Lesson 1: Ideology and Party
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Lesson 1: Ideology and Party

What issues matter to you? Does a political party align with your views? (45 minutes)


Watch: Bryan Stevenson: “Exercise Your Right to Vote” (2 minutes)

Ask: What steps do you have to take to vote? How do you make an informed vote? What are other ways to be civically engaged, make your voice heard, and advocate for policies that you believe in?

Review Key Terms

Ideology, political party, liberal, conservative, left, right, moderate, closed primary, open primary

Quick Write

What is in the news that catches your attention? What do you care about? What makes you angry? Sad? Happy? Hopeful? What do you support? What are you against? What needs to change?

Small Groups

In breakouts, share what you wrote, then discuss: How can elections impact these issues? What are the differences between candidates and parties? What if my candidate or party loses the election—was it a waste of time? Why or why not? What if I can’t vote? How else can I have an impact?

Whole Class Instruction

What are ideologies and political parties and which do you know about? Discuss what ideologies and political parties are and what roles they play in US government and politics. (This will be a relatively cursory discussion because ideology and parties will be covered in greater depth in a later unit). In your notes, jot down a description of your ideology and the parties you think you most agree with, and most disagree with.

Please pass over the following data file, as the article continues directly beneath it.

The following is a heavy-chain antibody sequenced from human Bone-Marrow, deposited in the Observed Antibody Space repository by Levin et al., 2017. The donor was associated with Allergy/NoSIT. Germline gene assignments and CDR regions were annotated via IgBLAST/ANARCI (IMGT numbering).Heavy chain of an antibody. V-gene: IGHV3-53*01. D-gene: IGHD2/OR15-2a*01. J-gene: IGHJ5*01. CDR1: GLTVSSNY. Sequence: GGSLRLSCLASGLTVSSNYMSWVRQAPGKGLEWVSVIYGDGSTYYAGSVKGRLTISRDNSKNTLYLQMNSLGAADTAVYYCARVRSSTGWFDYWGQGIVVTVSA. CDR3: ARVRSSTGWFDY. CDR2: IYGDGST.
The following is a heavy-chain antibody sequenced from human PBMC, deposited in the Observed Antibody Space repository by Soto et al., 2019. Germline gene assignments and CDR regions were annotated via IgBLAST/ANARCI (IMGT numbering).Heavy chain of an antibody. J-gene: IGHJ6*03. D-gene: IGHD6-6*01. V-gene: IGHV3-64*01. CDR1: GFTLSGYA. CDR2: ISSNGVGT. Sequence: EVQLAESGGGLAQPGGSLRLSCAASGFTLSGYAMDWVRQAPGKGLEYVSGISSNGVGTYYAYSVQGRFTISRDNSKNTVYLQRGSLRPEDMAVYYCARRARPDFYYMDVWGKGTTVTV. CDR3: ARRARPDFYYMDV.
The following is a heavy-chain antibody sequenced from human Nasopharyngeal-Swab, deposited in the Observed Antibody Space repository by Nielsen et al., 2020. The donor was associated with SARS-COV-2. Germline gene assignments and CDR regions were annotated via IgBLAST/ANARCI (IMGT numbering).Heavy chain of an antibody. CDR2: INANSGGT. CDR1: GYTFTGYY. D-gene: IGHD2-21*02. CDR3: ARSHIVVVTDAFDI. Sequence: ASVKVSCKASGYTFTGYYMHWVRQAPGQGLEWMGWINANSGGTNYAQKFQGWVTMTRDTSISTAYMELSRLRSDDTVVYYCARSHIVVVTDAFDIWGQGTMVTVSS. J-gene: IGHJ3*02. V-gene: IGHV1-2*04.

• Important: Discuss open and closed primaries (9 min video). Be sure that students understand that Pennsylvania currently has a closed primary, and that if they register to vote with a third party or unaffiliated, they will not be able to vote for candidates in the Democratic or Republican Primaries. Voters may change their party affiliation at any time before the voter registration deadline simply by re-registering to vote and checking the “Change of Party” box.

Check for understanding

Ask students to describe the ideologies of several public figures or political parties and have them place them on a left/right continuum on a Google Doc, Jamboard, or Padlet. Students will disagree as to placement, but it’s the discussion that is important.


Ask students to complete the ISideWith.com Quiz (approximately 20 minutes). This is a nonpartisan quiz that asks students a series of questions about issues. The results show the students which parties and candidates have platforms most similar to their beliefs. It’s optional to register and log-in, but doing so will allow students to return to the quiz to update answers, view results, and see sample ballots for future elections. The main focus now is on political parties, so that students that register to vote may make an informed choice.

Ask students that are eligible to vote in the upcoming election (US citizen and 18 by Election Day) to bring their PennDOT ID, driver’s license, AND/OR their Social Security Number to the next class. They will need at least one of these to complete the voter registration form.